Twenty-five years ago Saturday, Geffen Records unleashed Nirvana’s Nevermind on the public like a demon from the depths of hell pulverizing anything and everything in its path. The album presaged the musical revolution that would eventually be termed grunge, but it also brought what many people had deemed alternative music into the mainstream. And whether you like the band or think they sold out punk rock, they changed music forever.

Eventually displacing Michael Jackson’s Dangerous from the top of the Billboard charts, Nevermind broke through in a way that The Pixies, Hüsker Dü, Sonic Youth and The Replacements never could.

On the flipside, the album’s massive popularity ultimately paved the way for artists such as Pearl Jam, Smashing Pumpkins and Radiohead, all of which have enjoyed somewhat surprising commercial success.

And more than two decades later, Nevermind continues to be one of the most influential albums in the history of rock. Below, a striking variety of artists share their thoughts about the unprecedented effect the album and the band had on their lives and careers.


“I was driving to school and 107.7 The End, which is still a radio station in Seattle—never before had this happened and I’m sure never since—played ‘Smells Like Teen Spirit’ over and over. You could tell the weather had changed, the landscape had changed. I drove to school with a huge lump in my throat.” —Carrie Brownstein, Sleater-Kinney (Spin)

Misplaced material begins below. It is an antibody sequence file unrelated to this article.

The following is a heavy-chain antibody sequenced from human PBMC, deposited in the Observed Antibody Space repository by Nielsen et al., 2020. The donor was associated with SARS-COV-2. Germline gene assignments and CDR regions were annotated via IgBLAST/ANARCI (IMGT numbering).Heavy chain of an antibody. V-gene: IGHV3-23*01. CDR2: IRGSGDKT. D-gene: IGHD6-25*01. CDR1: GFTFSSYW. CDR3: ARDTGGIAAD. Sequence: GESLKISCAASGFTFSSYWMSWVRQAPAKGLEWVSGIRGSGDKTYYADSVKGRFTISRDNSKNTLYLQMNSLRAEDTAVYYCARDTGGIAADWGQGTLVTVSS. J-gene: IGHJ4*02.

“All the great albums get greater with time. They never date. If you listen to ‘Nevermind’ it still sounds like the future of rock.” —Noel Gallagher, Oasis, Noel Gallagher’s High Flying Birds (NME)

“That kid has heart.” —Bob Dylan (after hearing ‘Polly,’ the album’s sixth song, according to 2001’s Heavier Than Heaven by Charles R. Cross)

Nevermind came out when I was 9, and it meant everything to me. I know I wouldn’t be playing music if it wasn’t for Nirvana.” —St. Vincent (Rolling Stone)

“When it came out, I thought it was the most significant American rock ’n’ roll album since the Doors.” —Ray Davies, The Kinks (Spin)

“They were massively influential to us when we were growing up. They’re one of the reasons we picked up some instruments and decided to start a band in the first place, and I think that for many other millions of people, they were influential for starting bands.” —Dominic Howard, Muse (GIGWISE)

“I love Kurt Cobain and Nirvana, the lyrics are so deep—stuff like ‘The animals I’ve trapped have now become my pets.’ ” —Tricky, (

“Nirvana were artists in every sense of the word.” —Michael Stipe (Rolling Stone)

“It was weird because hip-hop was becoming this force, then grunge music stopped it for one second, ya know? Those ‘hair bands’ were too easy for us to take out; when Kurt Cobain came with that statement it was like, ‘We got to wait awhile.’ ” —Jay Z (Spin)

“There’s a reason why the Foo Fighters don’t blast out Nirvana songs every night: because we have a lot of respect for them. You know, that’s hallowed ground. We have to be careful. We have to tread lightly.” —Dave Grohl (TChadQuarterly)

Images: Getty